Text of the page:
This is a sponsored article from Avaloq.
Private banks and wealth managers are currently facing numerous challenges, but many of these can be summed up by the word ‘growth’. How best to grow in an increasingly competitive, cost-focused but still service-led market, in which digital technologies and data-driven business processes are creating new opportunities as well as fresh challenges?
To meet their growth ambitions, Avaloq firmly believes that wealth managers and private banks need to ‘democratise’ their service and product offerings to a wider audience of affluent clients. They need to do this to compete in a new, hyper-digital financial services market. Avaloq is determined to further invest in and develop a wide array of digital wealth solutions. One recent innovation is AvaloqEngageTM, an example of answering to the needs of wealth managers and private banks in how to engage with end-customers. In Asia the customers are open to digital solutions and it was logical that this solution was invented and designed in Asia.
It is only in the past few years — with the implementation of ever-more powerful technologies, deeper data analytics and ‘smarter’ processes — that this has become a reality.
By balancing industrialisation, innovation and individualisation, wealth managers and banks today are able to deliver truly personalised advice at scale, while addressing the specific needs of their clientele right across the wealth spectrum.
Used to superior, smart digital-first experiences
The key challenge for banks and wealth managers is that more and more clients, particularly younger market segments, are taking bespoke, predictive and impactful service and advice for granted. They are used to superior, smart digital-first experiences from Big Tech companies.
And as clients exhibit new demands that incumbents fail to keep up with, new players are gaining access to the industry. With lower barriers to entry, fintechs, neobanks as well as the tech giants are creating a fiercer competitive landscape — one to which existing financial players need to find adequate responses.
These challenges are putting the margins of financial institutions under pressure — not just on the surface, but also structurally. In addition to the rising costs incurred to extend and future-proof their offerings, banks are facing higher operating costs in response to a tightening regulatory agenda, accelerated by technological advances.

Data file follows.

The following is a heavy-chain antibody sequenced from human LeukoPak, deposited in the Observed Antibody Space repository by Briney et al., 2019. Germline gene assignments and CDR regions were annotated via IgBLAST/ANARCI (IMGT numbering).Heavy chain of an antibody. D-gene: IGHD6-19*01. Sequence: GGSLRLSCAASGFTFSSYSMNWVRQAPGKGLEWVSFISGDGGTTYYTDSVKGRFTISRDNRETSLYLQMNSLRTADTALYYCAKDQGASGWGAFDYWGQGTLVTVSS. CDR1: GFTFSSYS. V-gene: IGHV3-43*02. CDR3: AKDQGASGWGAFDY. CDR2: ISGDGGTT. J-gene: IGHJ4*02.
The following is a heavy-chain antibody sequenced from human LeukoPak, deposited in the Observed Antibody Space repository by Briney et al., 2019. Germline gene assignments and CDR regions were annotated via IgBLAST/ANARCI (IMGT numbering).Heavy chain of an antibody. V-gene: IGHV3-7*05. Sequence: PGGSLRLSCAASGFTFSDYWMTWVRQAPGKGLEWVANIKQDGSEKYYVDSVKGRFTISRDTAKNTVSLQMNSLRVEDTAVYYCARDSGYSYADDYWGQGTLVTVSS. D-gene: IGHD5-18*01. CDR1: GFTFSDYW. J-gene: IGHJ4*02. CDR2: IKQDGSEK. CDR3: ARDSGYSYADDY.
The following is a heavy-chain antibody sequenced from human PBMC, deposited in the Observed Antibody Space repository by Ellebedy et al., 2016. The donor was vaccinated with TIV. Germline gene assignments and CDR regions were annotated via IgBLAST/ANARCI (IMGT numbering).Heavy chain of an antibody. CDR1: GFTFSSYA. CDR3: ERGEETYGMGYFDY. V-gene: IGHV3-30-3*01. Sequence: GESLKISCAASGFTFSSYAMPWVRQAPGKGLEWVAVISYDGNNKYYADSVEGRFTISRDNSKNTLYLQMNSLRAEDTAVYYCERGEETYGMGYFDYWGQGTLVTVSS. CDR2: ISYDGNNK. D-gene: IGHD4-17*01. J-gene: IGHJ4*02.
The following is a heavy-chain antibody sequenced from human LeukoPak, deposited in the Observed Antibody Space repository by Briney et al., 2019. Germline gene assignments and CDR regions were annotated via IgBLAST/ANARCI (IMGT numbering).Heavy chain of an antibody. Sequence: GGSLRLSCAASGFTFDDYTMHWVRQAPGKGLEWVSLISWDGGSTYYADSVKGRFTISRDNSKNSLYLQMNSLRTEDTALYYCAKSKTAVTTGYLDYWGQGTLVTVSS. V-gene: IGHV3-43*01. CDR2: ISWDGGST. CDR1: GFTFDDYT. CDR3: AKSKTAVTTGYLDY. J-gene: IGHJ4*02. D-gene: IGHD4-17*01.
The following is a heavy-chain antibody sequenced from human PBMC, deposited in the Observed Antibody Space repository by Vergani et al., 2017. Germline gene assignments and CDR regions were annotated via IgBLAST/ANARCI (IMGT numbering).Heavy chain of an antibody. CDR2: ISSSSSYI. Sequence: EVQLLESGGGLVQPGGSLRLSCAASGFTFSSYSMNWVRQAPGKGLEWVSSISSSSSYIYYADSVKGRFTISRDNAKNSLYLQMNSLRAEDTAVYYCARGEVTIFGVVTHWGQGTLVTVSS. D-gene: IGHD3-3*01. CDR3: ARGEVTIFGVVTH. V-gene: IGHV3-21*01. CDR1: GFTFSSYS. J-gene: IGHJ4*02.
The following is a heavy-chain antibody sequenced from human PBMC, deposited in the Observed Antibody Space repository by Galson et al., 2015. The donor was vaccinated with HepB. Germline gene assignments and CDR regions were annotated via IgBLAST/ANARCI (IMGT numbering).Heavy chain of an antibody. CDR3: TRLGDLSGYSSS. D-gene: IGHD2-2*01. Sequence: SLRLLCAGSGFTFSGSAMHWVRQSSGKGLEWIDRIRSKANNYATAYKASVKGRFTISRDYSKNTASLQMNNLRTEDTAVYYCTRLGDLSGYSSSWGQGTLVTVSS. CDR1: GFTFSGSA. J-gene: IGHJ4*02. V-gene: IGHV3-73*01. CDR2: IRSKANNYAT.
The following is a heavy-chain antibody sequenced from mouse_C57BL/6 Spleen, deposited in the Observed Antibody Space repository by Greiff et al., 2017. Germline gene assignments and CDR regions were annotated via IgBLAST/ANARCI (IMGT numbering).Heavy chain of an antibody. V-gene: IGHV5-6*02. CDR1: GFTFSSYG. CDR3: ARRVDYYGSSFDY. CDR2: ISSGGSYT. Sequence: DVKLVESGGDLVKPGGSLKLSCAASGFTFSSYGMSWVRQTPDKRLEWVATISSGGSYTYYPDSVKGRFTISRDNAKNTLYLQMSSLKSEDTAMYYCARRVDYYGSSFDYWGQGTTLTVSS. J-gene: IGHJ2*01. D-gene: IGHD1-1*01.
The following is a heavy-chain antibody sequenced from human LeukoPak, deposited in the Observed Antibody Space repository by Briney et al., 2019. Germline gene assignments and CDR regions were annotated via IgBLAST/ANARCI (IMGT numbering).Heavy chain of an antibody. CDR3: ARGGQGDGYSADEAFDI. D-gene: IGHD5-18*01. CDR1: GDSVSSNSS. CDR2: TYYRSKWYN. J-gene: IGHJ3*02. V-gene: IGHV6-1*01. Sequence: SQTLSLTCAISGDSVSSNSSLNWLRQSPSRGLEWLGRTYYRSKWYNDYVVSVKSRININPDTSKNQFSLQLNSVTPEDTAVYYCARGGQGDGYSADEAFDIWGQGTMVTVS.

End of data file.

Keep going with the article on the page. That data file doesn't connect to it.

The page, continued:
In parallel, low or even negative interest rates and the growing number of competitors are straining revenues and raising price sensitivity. Products and services that were once differentiators are now commodities.
Risk losing momentum and market share
As Avaloq outlined in detail in a recent White Paper1, if firms do not look at democratising their proposition, they risk losing momentum and market share, and will fail to capitalise on the digital-led transformation of the sector.
The opportunity lies in a new generation of tech-savvy, wealthy clients, with a high demand for seamless digital services. Rather than being an obstacle to growth, this generation presents a significant business opportunity for wealth managers that bring high-end wealth management services to the affluent segment.
To satisfy this demand for hyper-personalised services, traditional financial data needs to be combined with value-added data points like client life goals. We have already started to see services such as conversational banking, portfolio modelling, behaviour-based risk assessments and virtual assistants become key in supporting such value propositions.
Conversational banking, for instance, allows relationship managers and front-line wealth management staff to communicate with clients in a compliant manner through social and digital channels, such as WhatsApp. It has quickly become a major point of competitive differentiation for institutions eager to cater to a broader, usually younger, set of clients.
COVID-19 has strengthened the trend towards digital banking solutions while mobile communication between relation managers and their clients has increased significantly over the past months, particularly in Asia.
The affluent segment is predicted to accumulate further wealth
Global personal wealth is forecast to grow by around 5% by 2024. Even the more pessimistic models, which account for post-COVID-19 impacts, predict a rise in global wealth.
The affluent segment is predicted to accumulate more wealth and grow in numbers. This is a new growth opportunity, particularly for digital wealth advisory.
Wealth management is a highly profitable, very personalised business, where relationship and trust remain the key to success. But, as happened with many industries before, Avaloq believes that wealth management is on the brink of significant industrialisation.
Technological innovations are enabling wealth managers to serve a growing affluent segment efficiently, with a personalised service so far reserved only for (U)HNW individuals. For us, this exciting development will define the leading firms of the sector over the next decade.
This is a sponsored article from Avaloq.